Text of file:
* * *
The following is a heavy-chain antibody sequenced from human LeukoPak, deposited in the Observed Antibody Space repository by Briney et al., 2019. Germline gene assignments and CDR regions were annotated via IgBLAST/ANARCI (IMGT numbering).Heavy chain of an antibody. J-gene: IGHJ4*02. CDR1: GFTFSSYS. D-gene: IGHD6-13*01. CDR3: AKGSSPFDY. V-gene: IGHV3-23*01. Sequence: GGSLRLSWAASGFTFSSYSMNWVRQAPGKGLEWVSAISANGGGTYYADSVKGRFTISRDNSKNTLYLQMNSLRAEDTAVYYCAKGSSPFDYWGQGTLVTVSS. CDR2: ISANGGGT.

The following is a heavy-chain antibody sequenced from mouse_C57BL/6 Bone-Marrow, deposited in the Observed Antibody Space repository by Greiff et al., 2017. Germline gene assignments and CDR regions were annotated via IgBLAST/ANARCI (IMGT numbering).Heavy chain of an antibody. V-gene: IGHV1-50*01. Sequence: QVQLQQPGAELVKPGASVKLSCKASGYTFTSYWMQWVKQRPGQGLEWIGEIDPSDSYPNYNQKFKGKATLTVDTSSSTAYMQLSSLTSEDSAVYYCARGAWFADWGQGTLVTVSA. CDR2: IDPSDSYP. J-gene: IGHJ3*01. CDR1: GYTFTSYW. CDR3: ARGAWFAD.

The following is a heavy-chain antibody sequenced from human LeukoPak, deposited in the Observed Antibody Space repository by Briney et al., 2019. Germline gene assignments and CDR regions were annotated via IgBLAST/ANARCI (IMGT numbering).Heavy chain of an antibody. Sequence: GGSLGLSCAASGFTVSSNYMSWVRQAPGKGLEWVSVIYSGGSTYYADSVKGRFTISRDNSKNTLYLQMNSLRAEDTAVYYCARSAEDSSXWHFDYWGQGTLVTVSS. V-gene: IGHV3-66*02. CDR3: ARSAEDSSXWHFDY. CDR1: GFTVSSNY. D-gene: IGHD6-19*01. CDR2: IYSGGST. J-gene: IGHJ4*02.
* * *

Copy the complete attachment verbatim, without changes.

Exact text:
The following is a heavy-chain antibody sequenced from human LeukoPak, deposited in the Observed Antibody Space repository by Briney et al., 2019. Germline gene assignments and CDR regions were annotated via IgBLAST/ANARCI (IMGT numbering).Heavy chain of an antibody. J-gene: IGHJ4*02. CDR1: GFTFSSYS. D-gene: IGHD6-13*01. CDR3: AKGSSPFDY. V-gene: IGHV3-23*01. Sequence: GGSLRLSWAASGFTFSSYSMNWVRQAPGKGLEWVSAISANGGGTYYADSVKGRFTISRDNSKNTLYLQMNSLRAEDTAVYYCAKGSSPFDYWGQGTLVTVSS. CDR2: ISANGGGT.

The following is a heavy-chain antibody sequenced from mouse_C57BL/6 Bone-Marrow, deposited in the Observed Antibody Space repository by Greiff et al., 2017. Germline gene assignments and CDR regions were annotated via IgBLAST/ANARCI (IMGT numbering).Heavy chain of an antibody. V-gene: IGHV1-50*01. Sequence: QVQLQQPGAELVKPGASVKLSCKASGYTFTSYWMQWVKQRPGQGLEWIGEIDPSDSYPNYNQKFKGKATLTVDTSSSTAYMQLSSLTSEDSAVYYCARGAWFADWGQGTLVTVSA. CDR2: IDPSDSYP. J-gene: IGHJ3*01. CDR1: GYTFTSYW. CDR3: ARGAWFAD.

The following is a heavy-chain antibody sequenced from human LeukoPak, deposited in the Observed Antibody Space repository by Briney et al., 2019. Germline gene assignments and CDR regions were annotated via IgBLAST/ANARCI (IMGT numbering).Heavy chain of an antibody. Sequence: GGSLGLSCAASGFTVSSNYMSWVRQAPGKGLEWVSVIYSGGSTYYADSVKGRFTISRDNSKNTLYLQMNSLRAEDTAVYYCARSAEDSSXWHFDYWGQGTLVTVSS. V-gene: IGHV3-66*02. CDR3: ARSAEDSSXWHFDY. CDR1: GFTVSSNY. D-gene: IGHD6-19*01. CDR2: IYSGGST. J-gene: IGHJ4*02.